Coccidia control products, including ionophores (that is, Rumensin and Bovatec) and amprolium, can be used only to treat or strategically prevent outbreaks of coccidiosis and may not be used throughout the growing and finishing phase to promote growth. Animals that become sick with common diseases such as foot rot, pinkeye, or pneumonia should be treated with an appropriate antibiotic under the guidance of a veterinarian. Withdrawal times must be strictly followed. This is one of the basic principles of the Beef Quality Assurance Program.
Animal Origin and Animal Identification
Animals will be home raised from the time they are calves or, if purchased, their farm of origin must be identified. The farm of origin must also adhere to these production guidelines. Records will be kept indicating the date of birth of each animal or, if individual birth dates are not available, a birth date window for a group of animals is acceptable. Animals will be considered “local” by most North Carolina consumers if they are born or raised in North Carolina or in an adjoining state. Note: "Local" is not a supportable "label claim," but putting the address of the farm of origin and using point of sale signs stating the farm’s address is an acceptable approach. Producers who want to participate in the “Goodness Grows in North Carolina” marketing program maintained by the NC Department of Agriculture & Consumer Services' Marketing Division can refer to the Got to Be NC Membership Benefits page.
Individual animal identification should be maintained on every animal as soon after birth as possible and throughout the production cycle so that the animals can be tracked back to the farm of origin. If an animal loses its individual identification tag, the tag should be replaced immediately to prevent loss of identity. It is strongly recommended that producers use a secondary form of identification such as a second ear tag or a tattoo to prevent loss of identity. This is especially important if animals eligible for this program are comingled with animals that are not.
Beef Quality Assurance Certification
All farms marketing under these guidelines must have current certification in the North Carolina Beef Quality Assurance Program (BQA) and adhere to all BQA guidelines, including strict adherence to slaughter withdrawal times for vaccinations and other necessary health treatments. Visit the North Carolina Cattlemen's Association for more details on the NC-BQA program.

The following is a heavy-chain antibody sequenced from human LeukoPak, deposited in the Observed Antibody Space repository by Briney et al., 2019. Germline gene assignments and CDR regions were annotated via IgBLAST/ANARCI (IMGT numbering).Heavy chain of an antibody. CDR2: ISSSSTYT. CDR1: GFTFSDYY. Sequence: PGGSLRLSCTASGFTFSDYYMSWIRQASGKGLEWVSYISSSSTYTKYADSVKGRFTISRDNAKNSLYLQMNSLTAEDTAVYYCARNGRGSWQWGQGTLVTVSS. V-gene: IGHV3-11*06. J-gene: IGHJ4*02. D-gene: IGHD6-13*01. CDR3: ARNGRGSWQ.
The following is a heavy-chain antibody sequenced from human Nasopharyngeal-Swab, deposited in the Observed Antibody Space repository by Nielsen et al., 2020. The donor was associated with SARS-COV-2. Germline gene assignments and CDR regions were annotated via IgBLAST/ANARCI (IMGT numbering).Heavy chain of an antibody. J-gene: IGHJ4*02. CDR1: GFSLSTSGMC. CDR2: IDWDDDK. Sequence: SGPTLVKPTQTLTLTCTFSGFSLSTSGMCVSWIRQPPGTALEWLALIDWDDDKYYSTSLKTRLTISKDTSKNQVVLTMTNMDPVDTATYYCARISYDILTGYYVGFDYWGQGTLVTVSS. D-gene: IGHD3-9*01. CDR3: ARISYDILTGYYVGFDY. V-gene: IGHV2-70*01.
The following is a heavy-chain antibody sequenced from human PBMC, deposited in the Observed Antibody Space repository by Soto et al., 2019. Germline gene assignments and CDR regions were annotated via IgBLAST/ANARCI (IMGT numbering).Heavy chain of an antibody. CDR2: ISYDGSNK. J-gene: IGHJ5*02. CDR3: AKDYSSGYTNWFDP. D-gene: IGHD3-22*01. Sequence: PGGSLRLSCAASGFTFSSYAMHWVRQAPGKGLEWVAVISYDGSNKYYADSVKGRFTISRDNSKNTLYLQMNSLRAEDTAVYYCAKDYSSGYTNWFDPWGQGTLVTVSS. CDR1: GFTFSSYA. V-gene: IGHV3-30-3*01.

Forage and Feeding Program
The intent of these feeding guidelines is to maintain a system in which growing and finishing animals derive more than 95 percent of their feed from pasture or harvested forages. When the quantity and quality of forages is inadequate to achieve the desired level of performance, supplemental feeds may be used. But daily feeding levels will be restricted as detailed below, and total supplemental concentrate will not exceed 500 pounds for the life of the animal.
The production system will provide as much high-quality pasture forage as possible with as little harvested forage as possible. Calves will not receive free-choice concentrate creep feed. However, creep grazing or forward grazing of calves ahead of the cows is allowable and encouraged when feasible. Rotational grazing will be the best system to maintain desired calf performance. Mineral supplements meeting university recommendations should be offered to cows and calves at all times.
With well-managed pasture and average or better growing conditions, supplemental feeding is not needed or recommended. However, during droughts or other emergencies that restrict the quality of forage available, supplemental concentrates may be used as long as the total level will not exceed 500 pounds during the life of the animal and is subject to daily feeding limitations.
Supplemental feeding should not exceed 0.5 percent of body weight (dry matter basis) between weaning and yearling age. After that, cattle may be fed concentrate at up to 1.0 percent of body weight. Supplements may be a single source (for example, soybean hulls), or a mixture of ingredients (see ingredient lists below). Feeds in Category 1 are high in fiber and are unlikely to cause upset of the ruminal environment when fed at no more than 1 percent of body weight. Grains or byproduct feeds with significant levels of starch or sugar are allowable but should be fed at no more than 0.5 percent of body weight to prevent ruminal upset.
Because concentrates or harvested forages will not be fed in confinement, they must be fed on well-managed pasture as indicated above. For the purposes of these guidelines, silages with mature grain (corn silage) are considered starch-containing feeds, while hay or haylage made from small grains (oats, wheat, or barley), silage from forage-type sorghums, and processed roughage products including cottonseed hulls, peanut hulls, alfalfa cubes, or alfalfa pellets are considered harvested forages.